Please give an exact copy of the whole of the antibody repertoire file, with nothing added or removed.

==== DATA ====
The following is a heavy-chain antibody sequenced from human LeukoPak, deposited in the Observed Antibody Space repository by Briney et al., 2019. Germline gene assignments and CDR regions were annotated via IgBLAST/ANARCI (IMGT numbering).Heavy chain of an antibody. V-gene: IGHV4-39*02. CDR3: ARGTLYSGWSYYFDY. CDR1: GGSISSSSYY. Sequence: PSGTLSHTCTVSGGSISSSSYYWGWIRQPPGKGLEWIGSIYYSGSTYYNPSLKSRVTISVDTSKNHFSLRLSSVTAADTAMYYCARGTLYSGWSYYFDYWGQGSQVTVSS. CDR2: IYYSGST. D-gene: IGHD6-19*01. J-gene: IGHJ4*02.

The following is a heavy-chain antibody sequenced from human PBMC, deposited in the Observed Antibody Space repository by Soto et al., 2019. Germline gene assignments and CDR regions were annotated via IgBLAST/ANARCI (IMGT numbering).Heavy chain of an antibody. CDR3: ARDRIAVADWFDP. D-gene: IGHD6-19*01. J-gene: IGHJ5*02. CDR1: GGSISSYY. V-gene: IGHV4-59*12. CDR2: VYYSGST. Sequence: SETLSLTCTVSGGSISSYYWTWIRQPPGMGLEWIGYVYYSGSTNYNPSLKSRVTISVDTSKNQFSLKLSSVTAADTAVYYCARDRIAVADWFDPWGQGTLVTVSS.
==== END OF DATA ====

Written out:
The following is a heavy-chain antibody sequenced from human LeukoPak, deposited in the Observed Antibody Space repository by Briney et al., 2019. Germline gene assignments and CDR regions were annotated via IgBLAST/ANARCI (IMGT numbering).Heavy chain of an antibody. V-gene: IGHV4-39*02. CDR3: ARGTLYSGWSYYFDY. CDR1: GGSISSSSYY. Sequence: PSGTLSHTCTVSGGSISSSSYYWGWIRQPPGKGLEWIGSIYYSGSTYYNPSLKSRVTISVDTSKNHFSLRLSSVTAADTAMYYCARGTLYSGWSYYFDYWGQGSQVTVSS. CDR2: IYYSGST. D-gene: IGHD6-19*01. J-gene: IGHJ4*02.

The following is a heavy-chain antibody sequenced from human PBMC, deposited in the Observed Antibody Space repository by Soto et al., 2019. Germline gene assignments and CDR regions were annotated via IgBLAST/ANARCI (IMGT numbering).Heavy chain of an antibody. CDR3: ARDRIAVADWFDP. D-gene: IGHD6-19*01. J-gene: IGHJ5*02. CDR1: GGSISSYY. V-gene: IGHV4-59*12. CDR2: VYYSGST. Sequence: SETLSLTCTVSGGSISSYYWTWIRQPPGMGLEWIGYVYYSGSTNYNPSLKSRVTISVDTSKNQFSLKLSSVTAADTAVYYCARDRIAVADWFDPWGQGTLVTVSS.